Hillenbrand is a market leader in a niche category, but trades with a low earnings multiple. The stock is also undervalued using a number of different metrics, which means the market could be mispricing the name. With a solid business model, a cheap valuation and the potential for high single-digit total returns, Hillenbrand could be a good pick for a conservative investor.
Walgreens Boots Alliance Inc. (WBA, Financial) is a leading retail pharmacy company with operations in the U.S. and Europe. The company is valued at $41.5 billion and produces annual revenue of $140 billion.
Walgreens also has a perfect 10 out of 10 rating on valuation rank. The stock’s trailing 12-month price-earnings ratio of 18.4 is lower than 70% of the 356 companies in the health care providers and services industry. This is almost at the very bottom of Walgreens long-term range. The price-earnings ratio without non-recurring items is slightly higher at 20.2, but still comes out ahead of two-thirds of the company’s peer group and is at the very bottom of the 10-year range.
The price-to-owner earnings is better than 83% of the competition, so investors are not yet paying up for Walgreens’ value creation. This ratio is one of the lowest for the last 10 years.
The price-to-sales ratio is a minuscule 0.3, which bests 94% of the industry. This is just above the lowest valuation in a decade.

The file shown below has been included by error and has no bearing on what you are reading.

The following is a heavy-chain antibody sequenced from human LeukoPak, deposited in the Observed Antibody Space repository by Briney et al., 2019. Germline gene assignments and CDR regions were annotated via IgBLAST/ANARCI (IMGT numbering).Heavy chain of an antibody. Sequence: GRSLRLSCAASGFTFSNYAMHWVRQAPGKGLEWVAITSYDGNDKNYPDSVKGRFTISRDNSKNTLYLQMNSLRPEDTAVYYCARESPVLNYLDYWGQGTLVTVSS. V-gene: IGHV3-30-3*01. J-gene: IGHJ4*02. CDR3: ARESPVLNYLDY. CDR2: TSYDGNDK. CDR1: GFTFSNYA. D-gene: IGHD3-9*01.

As with Hillenbrand, Walgreens has very low cash flow multiples. The price-to-free cash flow of 8.4 is better than 84% of peers while the price-to-operating cash flow of 6.6 is lower than 83% of the industry. The market has yet to pay up for Walgreens cash flow generation, which could mean that investors aren’t properly valuing the stock at the moment. Both ratios are also near the best the company has produced in the last 10 years.
Also like Hillenbrand, Walgreens doesn’t score well with its ability to cover liabilities. However, Walgreens’ ratios are more worrisome. The quick ratio of 0.5 is worse than 87% of peers. The current ratio of 0.8 is below 84% of the industry. Both ratios are near the worst showing for Walgreens over the last 10 years and means that Walgreens doesn’t have the sufficient means to cover its liabilities at the moment. These are metrics worth keeping an eye going forward.
Walgreens does have the potential for solid total returns when considering the stock’s intrinsic value.
Walgreens has a share price close to $48 at the moment. With a GF Value of $53.36, the stock has a price-to-GF Value of 0.90. Shareholders could be in line for 11.2% return from current levels if the stock matched its GF Value.
The stock is paying a 4% yield today and the dividend has compound annual growth rate of 8.7% since 2011. The company has raised its dividend for 45 consecutive years, putting it very close to achieving Dividend King status. This will likely occur given Walgreens’ payout ratio. The annualized dividend of $1.91 would consume just 40% of the expected earnings per share of $4.82 for the year. This compares slightly unfavorably to the long-term average payout ratio of 35%, but not to the point where a dividend cut is likely at all. Combining the possible share price appreciation with the dividend and shareholders of Walgreens could see mid-double-digit returns.
Walgreens has a clear leadership position in its industry with a size and scale that few can match. Even so, the stock trades with a low valuation on many different metrics. Add in a long history of dividend growth and generous yield and Walgreens has something to offer growth, value and income-oriented investors alike.